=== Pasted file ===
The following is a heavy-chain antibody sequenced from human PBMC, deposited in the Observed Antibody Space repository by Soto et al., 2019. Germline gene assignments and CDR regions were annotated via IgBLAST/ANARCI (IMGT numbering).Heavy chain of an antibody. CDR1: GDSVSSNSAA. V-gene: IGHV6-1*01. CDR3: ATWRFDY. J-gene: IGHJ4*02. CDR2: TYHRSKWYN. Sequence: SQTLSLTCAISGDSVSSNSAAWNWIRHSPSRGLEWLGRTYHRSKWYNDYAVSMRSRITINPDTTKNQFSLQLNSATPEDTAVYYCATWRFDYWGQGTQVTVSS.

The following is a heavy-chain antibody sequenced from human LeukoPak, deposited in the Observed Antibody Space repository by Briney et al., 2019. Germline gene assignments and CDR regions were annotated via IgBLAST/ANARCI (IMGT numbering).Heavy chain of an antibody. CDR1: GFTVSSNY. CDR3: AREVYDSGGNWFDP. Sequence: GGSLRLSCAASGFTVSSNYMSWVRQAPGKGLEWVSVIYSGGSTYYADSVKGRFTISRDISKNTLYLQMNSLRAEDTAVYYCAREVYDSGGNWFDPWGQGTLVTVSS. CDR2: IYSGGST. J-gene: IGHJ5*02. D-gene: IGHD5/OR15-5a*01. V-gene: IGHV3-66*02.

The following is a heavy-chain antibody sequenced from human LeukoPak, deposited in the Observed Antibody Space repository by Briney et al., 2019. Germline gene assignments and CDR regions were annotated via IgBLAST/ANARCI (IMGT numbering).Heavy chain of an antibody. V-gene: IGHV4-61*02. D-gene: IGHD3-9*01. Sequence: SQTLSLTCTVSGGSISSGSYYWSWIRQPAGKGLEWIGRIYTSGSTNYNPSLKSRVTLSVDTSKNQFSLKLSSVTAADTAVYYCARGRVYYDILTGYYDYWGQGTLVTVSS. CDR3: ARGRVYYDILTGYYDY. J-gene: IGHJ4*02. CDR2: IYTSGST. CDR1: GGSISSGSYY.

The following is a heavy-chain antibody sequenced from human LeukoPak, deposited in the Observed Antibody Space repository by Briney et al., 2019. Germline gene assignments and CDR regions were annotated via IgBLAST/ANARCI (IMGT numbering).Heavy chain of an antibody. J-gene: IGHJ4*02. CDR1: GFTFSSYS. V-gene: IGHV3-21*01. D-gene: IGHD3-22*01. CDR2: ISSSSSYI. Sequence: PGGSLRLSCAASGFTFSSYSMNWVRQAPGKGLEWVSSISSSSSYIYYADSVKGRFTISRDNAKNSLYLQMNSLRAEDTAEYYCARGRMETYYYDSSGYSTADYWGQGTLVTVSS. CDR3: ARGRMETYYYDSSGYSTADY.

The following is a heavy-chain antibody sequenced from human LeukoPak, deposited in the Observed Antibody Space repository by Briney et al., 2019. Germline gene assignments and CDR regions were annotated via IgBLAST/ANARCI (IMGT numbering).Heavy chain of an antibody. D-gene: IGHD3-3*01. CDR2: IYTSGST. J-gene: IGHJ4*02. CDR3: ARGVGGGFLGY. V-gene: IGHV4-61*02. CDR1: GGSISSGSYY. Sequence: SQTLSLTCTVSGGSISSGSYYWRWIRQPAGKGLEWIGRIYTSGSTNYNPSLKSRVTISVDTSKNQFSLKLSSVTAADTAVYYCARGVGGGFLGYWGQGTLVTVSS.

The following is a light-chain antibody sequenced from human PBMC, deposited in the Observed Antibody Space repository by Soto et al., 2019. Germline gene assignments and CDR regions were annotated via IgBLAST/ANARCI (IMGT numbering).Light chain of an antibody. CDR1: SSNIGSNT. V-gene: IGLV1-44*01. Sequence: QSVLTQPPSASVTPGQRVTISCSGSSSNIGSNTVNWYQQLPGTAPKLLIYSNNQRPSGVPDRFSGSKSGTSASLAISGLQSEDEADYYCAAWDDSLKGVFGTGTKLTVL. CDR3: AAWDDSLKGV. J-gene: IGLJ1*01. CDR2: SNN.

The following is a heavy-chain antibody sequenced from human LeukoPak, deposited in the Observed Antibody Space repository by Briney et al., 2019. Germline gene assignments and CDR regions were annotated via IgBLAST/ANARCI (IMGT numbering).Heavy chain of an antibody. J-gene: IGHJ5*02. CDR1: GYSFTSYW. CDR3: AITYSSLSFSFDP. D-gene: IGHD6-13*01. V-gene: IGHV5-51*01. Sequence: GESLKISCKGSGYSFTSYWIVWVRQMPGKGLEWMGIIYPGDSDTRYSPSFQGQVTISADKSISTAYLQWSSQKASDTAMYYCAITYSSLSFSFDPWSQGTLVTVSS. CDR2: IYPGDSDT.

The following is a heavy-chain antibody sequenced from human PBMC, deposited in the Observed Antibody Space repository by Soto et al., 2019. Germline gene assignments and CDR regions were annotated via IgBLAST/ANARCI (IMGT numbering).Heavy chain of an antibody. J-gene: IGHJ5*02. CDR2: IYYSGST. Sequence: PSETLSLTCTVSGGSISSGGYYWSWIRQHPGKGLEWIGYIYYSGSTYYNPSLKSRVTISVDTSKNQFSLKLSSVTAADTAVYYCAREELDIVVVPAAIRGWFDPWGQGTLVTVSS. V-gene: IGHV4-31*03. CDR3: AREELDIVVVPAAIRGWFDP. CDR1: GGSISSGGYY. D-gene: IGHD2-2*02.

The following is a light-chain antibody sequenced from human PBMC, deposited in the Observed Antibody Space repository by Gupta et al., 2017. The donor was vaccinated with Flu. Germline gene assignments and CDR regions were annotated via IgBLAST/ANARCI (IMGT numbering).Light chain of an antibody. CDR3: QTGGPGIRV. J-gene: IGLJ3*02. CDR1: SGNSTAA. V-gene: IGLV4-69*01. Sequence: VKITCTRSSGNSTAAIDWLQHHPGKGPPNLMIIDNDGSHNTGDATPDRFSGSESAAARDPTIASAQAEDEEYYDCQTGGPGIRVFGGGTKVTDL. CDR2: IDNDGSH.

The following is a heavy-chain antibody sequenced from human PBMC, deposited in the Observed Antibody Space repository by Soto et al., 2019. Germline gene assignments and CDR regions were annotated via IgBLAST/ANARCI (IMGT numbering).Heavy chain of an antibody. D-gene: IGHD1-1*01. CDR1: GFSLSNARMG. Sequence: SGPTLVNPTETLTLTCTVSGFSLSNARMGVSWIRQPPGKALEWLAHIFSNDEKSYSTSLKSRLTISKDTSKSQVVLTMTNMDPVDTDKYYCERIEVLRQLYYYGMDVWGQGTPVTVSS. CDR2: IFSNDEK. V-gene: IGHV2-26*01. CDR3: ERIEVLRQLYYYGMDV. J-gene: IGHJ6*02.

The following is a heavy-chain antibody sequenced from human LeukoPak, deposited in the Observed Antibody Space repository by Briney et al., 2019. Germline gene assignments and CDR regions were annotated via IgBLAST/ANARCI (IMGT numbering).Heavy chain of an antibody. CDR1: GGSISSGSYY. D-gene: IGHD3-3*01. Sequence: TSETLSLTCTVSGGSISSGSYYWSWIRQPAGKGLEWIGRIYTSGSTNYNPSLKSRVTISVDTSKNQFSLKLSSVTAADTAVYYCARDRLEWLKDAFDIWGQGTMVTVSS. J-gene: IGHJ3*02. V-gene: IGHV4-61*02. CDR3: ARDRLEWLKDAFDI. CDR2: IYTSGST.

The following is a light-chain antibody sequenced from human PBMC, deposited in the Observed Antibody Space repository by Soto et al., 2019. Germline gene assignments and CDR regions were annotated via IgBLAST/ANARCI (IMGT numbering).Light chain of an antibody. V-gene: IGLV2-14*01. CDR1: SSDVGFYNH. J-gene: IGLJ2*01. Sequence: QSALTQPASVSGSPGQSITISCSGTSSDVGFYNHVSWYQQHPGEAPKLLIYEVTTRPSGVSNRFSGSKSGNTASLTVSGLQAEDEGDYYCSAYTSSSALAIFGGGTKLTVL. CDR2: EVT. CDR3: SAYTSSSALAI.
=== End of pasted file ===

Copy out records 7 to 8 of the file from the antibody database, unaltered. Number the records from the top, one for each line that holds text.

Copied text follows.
The following is a heavy-chain antibody sequenced from human LeukoPak, deposited in the Observed Antibody Space repository by Briney et al., 2019. Germline gene assignments and CDR regions were annotated via IgBLAST/ANARCI (IMGT numbering).Heavy chain of an antibody. J-gene: IGHJ5*02. CDR1: GYSFTSYW. CDR3: AITYSSLSFSFDP. D-gene: IGHD6-13*01. V-gene: IGHV5-51*01. Sequence: GESLKISCKGSGYSFTSYWIVWVRQMPGKGLEWMGIIYPGDSDTRYSPSFQGQVTISADKSISTAYLQWSSQKASDTAMYYCAITYSSLSFSFDPWSQGTLVTVSS. CDR2: IYPGDSDT.

The following is a heavy-chain antibody sequenced from human PBMC, deposited in the Observed Antibody Space repository by Soto et al., 2019. Germline gene assignments and CDR regions were annotated via IgBLAST/ANARCI (IMGT numbering).Heavy chain of an antibody. J-gene: IGHJ5*02. CDR2: IYYSGST. Sequence: PSETLSLTCTVSGGSISSGGYYWSWIRQHPGKGLEWIGYIYYSGSTYYNPSLKSRVTISVDTSKNQFSLKLSSVTAADTAVYYCAREELDIVVVPAAIRGWFDPWGQGTLVTVSS. V-gene: IGHV4-31*03. CDR3: AREELDIVVVPAAIRGWFDP. CDR1: GGSISSGGYY. D-gene: IGHD2-2*02.